I enjoy my nasi lemak and I aced my Malay language examinations at PSLE, ‘O’ and A levels. I look just like the average Malay man. I celebrate Hari Raya Puasa. I even wrote for Singapore’s only Malay newspaper for four years. But for all that, in the eyes of many in the community, I am still not Malay enough.
Just like presidential hopeful Farid Khan, my identity card states that I am Pakistani. You see, my late paternal grandfather came from Pakistan and married a local woman. My father, who looks slightly more Pakistani than me, followed in his father’s footsteps and married a Javanese woman.
If I were to throw my hat in the ring for this year’s presidential election, which is reserved for Malays, that would be the biggest obstacle. Aside from the fact that I have never managed a company worth $500 million and I am only 39, whereas a presidential candidate must be at least 45 years of age.
Even the authorities do not think I am Malay. When I went to university, I applied for a study loan from Mendaki, but it was rejected on the grounds that I am Pakistani, not Malay. They sent me to the Indian self-help group Sinda, which also rejected me, as I am not Indian – and referred me to Mendaki.
It gets very confusing, this racial identity thing.
He is NOT Malay
I have been covering the run-up to the presidential election for a while now and each time I speak to people on the ground, many are confused by the term “Malay candidate”. Following my interview with Salleh Marican in June, friends asked me if he was Malay and pointed to the fact that his surname is more associated with the Indian community.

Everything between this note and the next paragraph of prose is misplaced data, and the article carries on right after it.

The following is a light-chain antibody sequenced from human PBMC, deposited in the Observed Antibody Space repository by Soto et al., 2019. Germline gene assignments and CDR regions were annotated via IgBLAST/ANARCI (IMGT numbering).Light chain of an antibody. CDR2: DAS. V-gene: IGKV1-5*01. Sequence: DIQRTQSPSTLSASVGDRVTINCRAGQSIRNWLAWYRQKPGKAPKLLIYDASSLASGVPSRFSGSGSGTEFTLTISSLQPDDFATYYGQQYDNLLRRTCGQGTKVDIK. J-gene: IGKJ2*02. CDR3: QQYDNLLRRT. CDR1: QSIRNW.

I tried to argue that Salleh is part of the Malay community and that he has been contributing not only to the Malay community, but other races in Singapore as well. However, most of them refused to look beyond the race issue. Most of the time, the conversation abruptly ends with, “He is not Malay”.
After Yahoo News Singapore‘s coverage of Farid’s press conference, when he announced his intention to run for the highest office in the land, I was bombarded with calls and messages asking about the potential candidate’s race.
“He has the same surname as you, which means you too can run for the presidency!” a friend of mine quipped a few days after the press conference.
What makes one Malay?
So what makes a Malay candidate?
This year’s presidential election is reserved for “person(s) belonging to the Malay community. According to Article 19B of the Singapore Constitution, which deals with reserved elections for communities that have not held the office of President for five or more consecutive terms, this means “any person, whether of the Malay race or otherwise, who considers himself to be a member of the Malay community and who is generally accepted as a member of the Malay community by that community”.
By that definition, both Farid and Salleh would qualify to run. Both candidates still have to be assessed by a five-member panel, a sub-committee of the Community Committee, which will determine if prospective candidates belong to the Malay community. But judging by the reactions I have seen on the ground, official – and often arbitrary – definitions do not quite answer complicated questions of race and identity.
It is worth noting that there are many politicians of mixed heritage representing the Malay community, such as Speaker Halimah Yaacob (Indian/Malay parents), who is widely considered to be a strong presidential contender should she run. The likes of Minister for Muslim Affairs Yaacob Ibrahim and Members of Parliament Faishal Ibrahim and Fatimah Lateef also have Indian heritage. As far as I know, this is not an issue for the Malay community.
Perhaps it is down to the fact that this presidential election is reserved specifically for Malays that definitions and labels become ever more important. Hopefully, it does not become a divisive issue.